“Because he has established an excellent reputation as a scholar-in- residence around the country, he’s been able to reflect his intellectual achievements, while at the same time he has shown he’s not in an ivory tower and can deal with a real community with real sensitivities,” Berman said.
Kenneth Hain, immediate past president of the RCA, called Weinreb “a wonderfully sensitive and eloquent spokesman for Orthodox Judaism.”
“He looks at the needs of the Jewish community with a great degree of clarity, identifying what the issues are, and is willing to take them on even if they’re areas that perhaps some in the Orthodox community would rather remain shrouded in secrecy.”
Murray Sragow, a parent active in the New Jersey region of the O.U.’s National Conference of Synagogue Youth who was sharply critical of the organization for not taking stronger action against Lanner and other top officials, said he is “absolutely thrilled” with the selection of Weinreb.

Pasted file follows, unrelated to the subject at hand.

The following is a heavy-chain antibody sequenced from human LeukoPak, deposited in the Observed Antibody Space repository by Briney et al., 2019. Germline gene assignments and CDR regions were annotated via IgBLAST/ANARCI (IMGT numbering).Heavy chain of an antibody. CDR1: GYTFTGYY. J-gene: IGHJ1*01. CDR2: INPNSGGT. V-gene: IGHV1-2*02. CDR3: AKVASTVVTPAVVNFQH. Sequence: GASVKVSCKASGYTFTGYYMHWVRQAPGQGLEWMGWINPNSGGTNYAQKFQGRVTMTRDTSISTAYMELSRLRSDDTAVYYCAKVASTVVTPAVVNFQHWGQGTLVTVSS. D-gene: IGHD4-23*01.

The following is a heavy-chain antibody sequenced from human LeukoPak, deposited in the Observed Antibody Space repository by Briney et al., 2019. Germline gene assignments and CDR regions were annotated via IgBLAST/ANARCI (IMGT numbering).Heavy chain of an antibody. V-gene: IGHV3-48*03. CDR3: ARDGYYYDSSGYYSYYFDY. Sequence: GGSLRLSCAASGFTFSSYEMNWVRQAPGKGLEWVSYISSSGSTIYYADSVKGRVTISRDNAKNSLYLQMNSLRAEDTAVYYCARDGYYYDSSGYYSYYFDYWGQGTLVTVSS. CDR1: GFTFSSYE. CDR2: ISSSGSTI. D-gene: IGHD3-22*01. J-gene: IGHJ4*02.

Calling Weinreb the “anti-Lanner,” Sragow said the rabbi had helped an acquaintance confront domestic violence and is as “squeaky clean as squeaky clean can be with regard to this kind of issue.”
“This is a person who knows our community includes all types, including those we’re not particularly proud of. He’s seen it firsthand. Therefore, all the issues the O.U. and NCSY have pledged to reform, he’ll be able to tell if they’re hitting the right points or not,” Sragow said.
Richard Joel, international president of Hillel: The Foundation for Campus Jewish Life and chair of the commission that investigated the O.U. last year, said Weinreb is a “wonderful man” and “bona fide scholar.”
However, Joel urged the O.U. not to view Weinreb’s appointment as the end of its soul-searching, or to assume that by selecting him it has solved all the problems — particularly the broader issues of management and accountability — identified in his commission’s report.
“The O.U. shouldn’t say, ‘Oh good, we’ve finished, we’ve hired a new professional,’ ” he said. “It’s great news if this marks the beginning and not the culmination of a period of transformation for the O.U.”